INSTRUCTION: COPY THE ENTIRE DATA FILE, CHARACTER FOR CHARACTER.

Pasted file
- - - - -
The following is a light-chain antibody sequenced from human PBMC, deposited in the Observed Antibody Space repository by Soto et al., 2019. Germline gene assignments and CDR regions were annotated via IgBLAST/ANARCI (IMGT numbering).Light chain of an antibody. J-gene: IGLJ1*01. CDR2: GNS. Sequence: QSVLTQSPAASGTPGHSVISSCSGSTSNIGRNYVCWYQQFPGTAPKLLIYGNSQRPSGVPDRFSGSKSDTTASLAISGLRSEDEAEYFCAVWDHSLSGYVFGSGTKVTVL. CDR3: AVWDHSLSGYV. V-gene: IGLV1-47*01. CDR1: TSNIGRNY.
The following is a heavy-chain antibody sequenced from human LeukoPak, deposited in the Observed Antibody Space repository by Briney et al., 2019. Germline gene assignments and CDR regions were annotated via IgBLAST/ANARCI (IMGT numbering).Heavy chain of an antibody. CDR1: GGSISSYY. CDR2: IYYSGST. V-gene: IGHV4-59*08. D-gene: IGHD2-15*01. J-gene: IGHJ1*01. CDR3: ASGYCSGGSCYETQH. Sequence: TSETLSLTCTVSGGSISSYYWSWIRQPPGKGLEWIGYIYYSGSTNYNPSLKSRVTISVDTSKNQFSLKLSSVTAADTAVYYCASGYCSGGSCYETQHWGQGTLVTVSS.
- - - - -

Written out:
The following is a light-chain antibody sequenced from human PBMC, deposited in the Observed Antibody Space repository by Soto et al., 2019. Germline gene assignments and CDR regions were annotated via IgBLAST/ANARCI (IMGT numbering).Light chain of an antibody. J-gene: IGLJ1*01. CDR2: GNS. Sequence: QSVLTQSPAASGTPGHSVISSCSGSTSNIGRNYVCWYQQFPGTAPKLLIYGNSQRPSGVPDRFSGSKSDTTASLAISGLRSEDEAEYFCAVWDHSLSGYVFGSGTKVTVL. CDR3: AVWDHSLSGYV. V-gene: IGLV1-47*01. CDR1: TSNIGRNY.
The following is a heavy-chain antibody sequenced from human LeukoPak, deposited in the Observed Antibody Space repository by Briney et al., 2019. Germline gene assignments and CDR regions were annotated via IgBLAST/ANARCI (IMGT numbering).Heavy chain of an antibody. CDR1: GGSISSYY. CDR2: IYYSGST. V-gene: IGHV4-59*08. D-gene: IGHD2-15*01. J-gene: IGHJ1*01. CDR3: ASGYCSGGSCYETQH. Sequence: TSETLSLTCTVSGGSISSYYWSWIRQPPGKGLEWIGYIYYSGSTNYNPSLKSRVTISVDTSKNQFSLKLSSVTAADTAVYYCASGYCSGGSCYETQHWGQGTLVTVSS.